Hello. I'm Leonard Saltz, professor of medicine at Weill Cornell Medical College, and executive director for clinical value and sustainability and head of the Colorectal Oncology Section at Memorial Sloan Kettering Cancer Center, both in New York City.
Chimeric antigen receptor (CAR) T-cell therapies are one of the more exciting developments in our armamentarium for treating patients with cancer.[1,2,3,4,5,6] One of the most exciting changes in the past year is having CAR T-cell therapy commercially available as nonresearch tools for patients with selected malignancies.[6,7,8] One downside, of course, has been the astronomical cost involved in patients receiving these therapies.[7,8] The individual drugs themselves cost between $400,000 and $500,000, and the amount of additional care that patients require may equal that amount or more in some cases.[7,8] The question is, what are we getting for this exciting new therapy and to what degree is this going to be a problem, as we expand this technology to broader indications?
Currently available CAR T cells target CD19, limiting their utility to certain types of leukemias and lymphomas.[9,10] This is a relatively small population compared with the population of patients with solid tumors, but there are over 150 clinical trials that are seeking to develop CAR T-cell technology for patients with solid-tumor malignancies.[9,10,11] Thus far, results have been somewhat less encouraging, in terms of both frequency and durability of responses, but they're going to demonstrate some clinical activity.[11,12]
As a society, we are going to have to wrestle with several questions. What are [these therapies] delivering, and are they worth it? What is it costing us, and can we afford it?[12,13] These open questions that don't have specific answers, but they're going to need to be addressed.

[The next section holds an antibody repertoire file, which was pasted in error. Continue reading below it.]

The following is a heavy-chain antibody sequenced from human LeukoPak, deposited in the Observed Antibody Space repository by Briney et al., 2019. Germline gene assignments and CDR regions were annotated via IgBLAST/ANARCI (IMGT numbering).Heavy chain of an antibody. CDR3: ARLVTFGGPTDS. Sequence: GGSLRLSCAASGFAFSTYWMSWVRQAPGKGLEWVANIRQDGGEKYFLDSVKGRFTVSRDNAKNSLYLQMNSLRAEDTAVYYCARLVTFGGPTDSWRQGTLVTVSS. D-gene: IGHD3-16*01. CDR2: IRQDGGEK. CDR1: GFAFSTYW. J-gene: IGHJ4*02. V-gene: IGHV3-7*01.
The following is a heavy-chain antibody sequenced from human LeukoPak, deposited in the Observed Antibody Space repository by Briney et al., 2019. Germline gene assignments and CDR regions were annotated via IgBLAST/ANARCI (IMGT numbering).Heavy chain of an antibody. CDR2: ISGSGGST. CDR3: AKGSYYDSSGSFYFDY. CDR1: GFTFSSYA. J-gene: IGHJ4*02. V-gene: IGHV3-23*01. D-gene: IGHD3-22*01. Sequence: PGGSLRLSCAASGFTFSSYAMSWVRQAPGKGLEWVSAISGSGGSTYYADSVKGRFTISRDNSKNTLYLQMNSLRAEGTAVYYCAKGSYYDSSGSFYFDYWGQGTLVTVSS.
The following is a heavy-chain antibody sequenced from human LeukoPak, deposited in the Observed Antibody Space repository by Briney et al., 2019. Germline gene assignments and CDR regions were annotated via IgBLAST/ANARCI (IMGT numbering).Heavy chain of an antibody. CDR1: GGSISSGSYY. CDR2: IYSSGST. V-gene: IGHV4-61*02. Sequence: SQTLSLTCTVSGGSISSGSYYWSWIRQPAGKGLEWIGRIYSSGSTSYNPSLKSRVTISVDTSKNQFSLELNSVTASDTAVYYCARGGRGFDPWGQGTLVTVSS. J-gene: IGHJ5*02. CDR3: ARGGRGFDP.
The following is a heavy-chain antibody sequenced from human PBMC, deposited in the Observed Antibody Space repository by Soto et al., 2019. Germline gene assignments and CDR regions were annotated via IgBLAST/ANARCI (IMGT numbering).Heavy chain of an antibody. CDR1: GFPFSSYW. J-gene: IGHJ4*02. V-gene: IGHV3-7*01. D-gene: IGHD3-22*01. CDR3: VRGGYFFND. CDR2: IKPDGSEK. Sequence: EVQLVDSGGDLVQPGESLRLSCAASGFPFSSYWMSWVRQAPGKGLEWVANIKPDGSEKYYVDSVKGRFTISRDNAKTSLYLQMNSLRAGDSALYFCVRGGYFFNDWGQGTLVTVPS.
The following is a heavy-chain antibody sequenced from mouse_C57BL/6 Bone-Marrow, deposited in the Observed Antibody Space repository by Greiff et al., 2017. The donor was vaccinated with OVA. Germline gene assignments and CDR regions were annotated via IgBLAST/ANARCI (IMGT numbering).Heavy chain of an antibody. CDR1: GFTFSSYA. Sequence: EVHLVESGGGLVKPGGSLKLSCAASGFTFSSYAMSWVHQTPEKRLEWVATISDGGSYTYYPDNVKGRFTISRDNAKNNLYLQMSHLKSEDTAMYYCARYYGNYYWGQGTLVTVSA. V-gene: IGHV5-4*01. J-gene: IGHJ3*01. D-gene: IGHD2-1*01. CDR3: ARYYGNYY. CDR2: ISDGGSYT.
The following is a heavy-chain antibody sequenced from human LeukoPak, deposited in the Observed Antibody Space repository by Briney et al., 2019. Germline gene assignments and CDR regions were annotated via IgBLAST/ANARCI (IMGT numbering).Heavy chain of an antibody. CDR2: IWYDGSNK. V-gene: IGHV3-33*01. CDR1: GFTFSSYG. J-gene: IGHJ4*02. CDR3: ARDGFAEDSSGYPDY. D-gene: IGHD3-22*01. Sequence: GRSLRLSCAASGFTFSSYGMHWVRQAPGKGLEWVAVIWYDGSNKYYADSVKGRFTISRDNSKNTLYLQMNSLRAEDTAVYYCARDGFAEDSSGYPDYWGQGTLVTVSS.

It's also important to keep a certain amount of balanced perspective on what CAR T-cell technology has provided so far. For some patients, they deliver long-term disease control and possibly even a cure.[1,2,3,4,5,6] For many other patients, we're seeing [tumors develop] escape mechanisms, with CD19-negative leukemias emerging, or other mechanisms such that CAR T-cell therapy is far from curative for many of the patients.[14,15]
I have already heard discussions from my leukemia colleagues about incorporating CAR T-cell [therapy] into algorithms, with plans to use bone marrow transplant either before or after. Again, these highly involved, highly toxic, and highly expensive therapies are going to start to really add up in terms of the cost of individual patient care, and at some point, we're going to reach a breaking point.[1,2,3,4,5,6,7,8] This is not to belittle the importance of the science and the importance of the clinical benefit that some patients are achieving, but to deny the financial realities and financial toxicities involved is not going to be helpful in terms of figuring out how we can bring this technology forward to patients who really need it.
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Any views expressed above are the author's own and do not necessarily reflect the views of WebMD or Medscape.
Cite this: CAR T-Cell Therapies: Broader Indications, Bigger Problems? - Medscape - Jun 29, 2018.